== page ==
There were quite a few things. I felt that when I did work with my old band Painmuseum, we did a ‘Metal for Life’ record and I thought that was a really strong album. I also thought it was a little ahead of its time. It was 2005 and we combined more aggressive type vocals with some more traditional stuff and there weren’t that many bands out there at that time who were doing that. And then you have Children of Bodom and stuff like that that came out with that sound so we were just a little too early with that. I think the record I did with Sebastian, ‘Angel Down’, was a good one and I also like the record I did with Joacim Cans from Hammerfall called ‘Beyond the Gates’. Not a lot of people in the US know about that record but it a really interesting and cool album.
As you said you worked with Sebastian Bach, I believe that was 2007. How did you end up there?
Working with Rob opens up a lot of doors, he’s the Metal God. A lot of vocalists judge themselves according to him, so being his guitar player really works to my favor. Actually Sebastian and I at the time lived in New Jersey so he was just like ‘dude, we gotta jam!’ so I said alright, and he had a bunch of festivals lined up and joined him for some festivals in I think ’05 and we ended up jamming for 3 or 4 years. It was fun.
How was working with Sebastian? I’ve heard he’s a lot of fun.
It was fun! I would say that Baz certainly can be a lot of fun to hang around with, and he doesn’t have a really big filter. Whatever is in his brain he will just spew it at you, and that worked to an advantage and disadvantage at times. That’s what makes him a great front man. Whenever I was playing shows with Sebastian I felt like we were all part of this gang, I swear to god it was some of the rawest shows ever. It really felt like we were just going to go there and kick ass, you never knew what was going to happen. See, Rob Halford is more reserved, he’s more British. There’s a different dynamic with Sebastian, it was just complete craziness. Some of the craziest tour experiences were with Sebastian, needless to say.
Moving towards what you’re doing now, I know you have the Metal Heroes Academy that you started- can you tell me about that?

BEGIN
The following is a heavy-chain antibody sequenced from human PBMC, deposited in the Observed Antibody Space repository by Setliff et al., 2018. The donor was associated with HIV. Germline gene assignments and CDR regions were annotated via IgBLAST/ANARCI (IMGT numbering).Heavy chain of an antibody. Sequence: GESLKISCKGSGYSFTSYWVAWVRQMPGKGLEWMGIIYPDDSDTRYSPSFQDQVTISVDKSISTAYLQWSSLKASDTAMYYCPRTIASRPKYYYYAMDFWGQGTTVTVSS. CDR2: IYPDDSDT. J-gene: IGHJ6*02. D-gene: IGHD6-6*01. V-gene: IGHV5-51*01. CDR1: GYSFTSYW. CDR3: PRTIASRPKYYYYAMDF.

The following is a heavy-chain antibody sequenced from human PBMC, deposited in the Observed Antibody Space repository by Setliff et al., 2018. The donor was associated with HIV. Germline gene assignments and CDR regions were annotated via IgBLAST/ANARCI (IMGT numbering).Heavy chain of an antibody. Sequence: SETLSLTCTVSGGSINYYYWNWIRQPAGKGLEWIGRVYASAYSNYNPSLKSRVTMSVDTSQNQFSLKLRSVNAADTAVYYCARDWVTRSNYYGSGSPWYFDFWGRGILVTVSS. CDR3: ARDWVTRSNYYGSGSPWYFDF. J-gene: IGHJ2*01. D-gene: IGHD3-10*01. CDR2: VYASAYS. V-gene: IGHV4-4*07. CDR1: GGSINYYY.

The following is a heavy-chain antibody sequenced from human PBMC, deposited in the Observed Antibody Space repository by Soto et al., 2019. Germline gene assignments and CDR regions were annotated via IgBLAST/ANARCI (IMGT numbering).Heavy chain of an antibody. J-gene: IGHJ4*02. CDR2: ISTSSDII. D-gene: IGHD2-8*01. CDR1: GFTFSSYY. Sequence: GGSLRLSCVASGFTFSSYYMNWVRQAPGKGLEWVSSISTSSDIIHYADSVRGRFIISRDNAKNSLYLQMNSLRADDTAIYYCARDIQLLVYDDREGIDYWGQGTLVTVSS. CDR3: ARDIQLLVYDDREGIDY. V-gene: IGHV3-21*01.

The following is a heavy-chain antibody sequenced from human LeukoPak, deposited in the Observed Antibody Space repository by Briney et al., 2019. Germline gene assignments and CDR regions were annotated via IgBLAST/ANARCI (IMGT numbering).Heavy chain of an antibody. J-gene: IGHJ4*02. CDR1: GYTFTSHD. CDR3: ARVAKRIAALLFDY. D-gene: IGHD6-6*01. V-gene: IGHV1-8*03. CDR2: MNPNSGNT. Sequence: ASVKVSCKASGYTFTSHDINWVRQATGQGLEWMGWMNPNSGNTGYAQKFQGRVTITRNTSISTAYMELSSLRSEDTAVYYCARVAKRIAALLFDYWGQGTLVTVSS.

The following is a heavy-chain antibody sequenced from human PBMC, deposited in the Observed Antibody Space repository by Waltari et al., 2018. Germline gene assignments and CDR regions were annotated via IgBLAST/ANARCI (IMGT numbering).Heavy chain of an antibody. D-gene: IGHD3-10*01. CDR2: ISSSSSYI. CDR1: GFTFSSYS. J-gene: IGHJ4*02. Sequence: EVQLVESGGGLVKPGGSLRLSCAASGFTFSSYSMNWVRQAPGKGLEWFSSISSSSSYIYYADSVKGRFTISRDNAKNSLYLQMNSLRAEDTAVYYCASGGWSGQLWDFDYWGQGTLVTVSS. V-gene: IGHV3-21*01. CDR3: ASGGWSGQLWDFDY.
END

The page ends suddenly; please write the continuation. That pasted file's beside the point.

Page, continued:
There’s definitely like a mission for it. A lot of younger players had started to reach out to me to help them learn to play metal and stuff like that, and then I started to feel a sense of responsibility because of the younger kids. Somebody has to teach them correctly, you know? And then I start realizing that a lot of players who reached out to me are like, ones and two’s in their school. Like I actually had a student drive up for a four hour lesson from North Carolina the other day, people drive here all the time. He’ll be like the only kid in his school with long hair, so he’s cool with his teachers and everything but he’s just a little different than what the other kids are like. Those are the kids that reach out to me, and I feel like I’m providing not necessarily a service, but almost like a home base for these metal head kids.
It’s a place for them to go to learn what they love, basically.
And where is that, New York right?
Yeah! I do a lot of Skype and in-person lessons in Jersey, but then I do the summer camp in New York in a place called Big Indian…it’s not too far from Woodstock. So that was in August, and later on in the fall I’m going to do a retreat for some slightly older players too. I get a lot of dads who reach out to me who are like ‘I really love playing metal but I’ve got a job and a family and I don’t know many people like me in my town’- so it’s really cool for them to meet other players that are into the same thing as them. I try to do my very best to help them along. It’s cool, it’s cool.
At this summer camp, what exactly do they do?